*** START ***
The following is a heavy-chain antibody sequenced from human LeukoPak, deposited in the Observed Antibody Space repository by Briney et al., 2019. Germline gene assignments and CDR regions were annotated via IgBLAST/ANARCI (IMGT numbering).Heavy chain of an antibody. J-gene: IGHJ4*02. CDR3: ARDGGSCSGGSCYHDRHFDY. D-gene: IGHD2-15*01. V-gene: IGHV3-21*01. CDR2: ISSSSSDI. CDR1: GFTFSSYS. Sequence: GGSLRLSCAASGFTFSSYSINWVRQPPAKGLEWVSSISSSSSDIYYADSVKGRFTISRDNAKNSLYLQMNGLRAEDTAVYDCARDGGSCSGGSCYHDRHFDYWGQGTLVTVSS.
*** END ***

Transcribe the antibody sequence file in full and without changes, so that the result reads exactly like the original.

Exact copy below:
The following is a heavy-chain antibody sequenced from human LeukoPak, deposited in the Observed Antibody Space repository by Briney et al., 2019. Germline gene assignments and CDR regions were annotated via IgBLAST/ANARCI (IMGT numbering).Heavy chain of an antibody. J-gene: IGHJ4*02. CDR3: ARDGGSCSGGSCYHDRHFDY. D-gene: IGHD2-15*01. V-gene: IGHV3-21*01. CDR2: ISSSSSDI. CDR1: GFTFSSYS. Sequence: GGSLRLSCAASGFTFSSYSINWVRQPPAKGLEWVSSISSSSSDIYYADSVKGRFTISRDNAKNSLYLQMNGLRAEDTAVYDCARDGGSCSGGSCYHDRHFDYWGQGTLVTVSS.